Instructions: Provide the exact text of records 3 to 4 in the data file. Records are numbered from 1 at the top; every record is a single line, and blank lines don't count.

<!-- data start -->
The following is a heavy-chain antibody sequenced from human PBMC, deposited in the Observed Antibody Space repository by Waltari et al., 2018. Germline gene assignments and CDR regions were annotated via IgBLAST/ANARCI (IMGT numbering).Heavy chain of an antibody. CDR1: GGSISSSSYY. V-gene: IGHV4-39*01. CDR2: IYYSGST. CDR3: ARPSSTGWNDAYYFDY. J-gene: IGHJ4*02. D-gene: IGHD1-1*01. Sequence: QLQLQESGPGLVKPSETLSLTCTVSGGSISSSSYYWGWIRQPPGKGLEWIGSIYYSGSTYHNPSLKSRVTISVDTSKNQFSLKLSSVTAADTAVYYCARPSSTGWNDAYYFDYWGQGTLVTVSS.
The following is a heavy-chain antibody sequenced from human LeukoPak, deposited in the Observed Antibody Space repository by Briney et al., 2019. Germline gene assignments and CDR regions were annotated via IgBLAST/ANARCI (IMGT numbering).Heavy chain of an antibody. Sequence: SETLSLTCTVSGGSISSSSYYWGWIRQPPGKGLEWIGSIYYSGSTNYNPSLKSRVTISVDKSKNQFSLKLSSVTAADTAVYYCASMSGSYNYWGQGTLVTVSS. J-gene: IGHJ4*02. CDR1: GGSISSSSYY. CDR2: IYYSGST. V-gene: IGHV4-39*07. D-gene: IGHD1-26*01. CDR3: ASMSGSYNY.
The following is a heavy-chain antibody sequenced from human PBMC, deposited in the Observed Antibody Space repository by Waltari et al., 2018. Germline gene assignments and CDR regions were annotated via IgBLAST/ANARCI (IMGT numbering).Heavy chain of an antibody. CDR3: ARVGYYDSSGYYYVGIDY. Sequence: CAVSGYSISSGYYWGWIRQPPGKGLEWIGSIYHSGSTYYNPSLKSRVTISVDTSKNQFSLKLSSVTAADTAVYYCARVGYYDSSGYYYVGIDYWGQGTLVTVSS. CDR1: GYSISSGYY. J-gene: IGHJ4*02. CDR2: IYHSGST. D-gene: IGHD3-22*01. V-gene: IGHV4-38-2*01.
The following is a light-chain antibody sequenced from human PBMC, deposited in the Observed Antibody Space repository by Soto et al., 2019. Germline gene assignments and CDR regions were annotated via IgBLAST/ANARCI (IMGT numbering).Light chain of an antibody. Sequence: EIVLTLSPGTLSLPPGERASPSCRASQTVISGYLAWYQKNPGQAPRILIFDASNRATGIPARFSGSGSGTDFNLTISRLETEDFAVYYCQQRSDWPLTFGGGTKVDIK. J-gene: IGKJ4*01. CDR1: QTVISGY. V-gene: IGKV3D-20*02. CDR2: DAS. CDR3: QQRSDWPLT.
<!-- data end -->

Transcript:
The following is a heavy-chain antibody sequenced from human PBMC, deposited in the Observed Antibody Space repository by Waltari et al., 2018. Germline gene assignments and CDR regions were annotated via IgBLAST/ANARCI (IMGT numbering).Heavy chain of an antibody. CDR3: ARVGYYDSSGYYYVGIDY. Sequence: CAVSGYSISSGYYWGWIRQPPGKGLEWIGSIYHSGSTYYNPSLKSRVTISVDTSKNQFSLKLSSVTAADTAVYYCARVGYYDSSGYYYVGIDYWGQGTLVTVSS. CDR1: GYSISSGYY. J-gene: IGHJ4*02. CDR2: IYHSGST. D-gene: IGHD3-22*01. V-gene: IGHV4-38-2*01.
The following is a light-chain antibody sequenced from human PBMC, deposited in the Observed Antibody Space repository by Soto et al., 2019. Germline gene assignments and CDR regions were annotated via IgBLAST/ANARCI (IMGT numbering).Light chain of an antibody. Sequence: EIVLTLSPGTLSLPPGERASPSCRASQTVISGYLAWYQKNPGQAPRILIFDASNRATGIPARFSGSGSGTDFNLTISRLETEDFAVYYCQQRSDWPLTFGGGTKVDIK. J-gene: IGKJ4*01. CDR1: QTVISGY. V-gene: IGKV3D-20*02. CDR2: DAS. CDR3: QQRSDWPLT.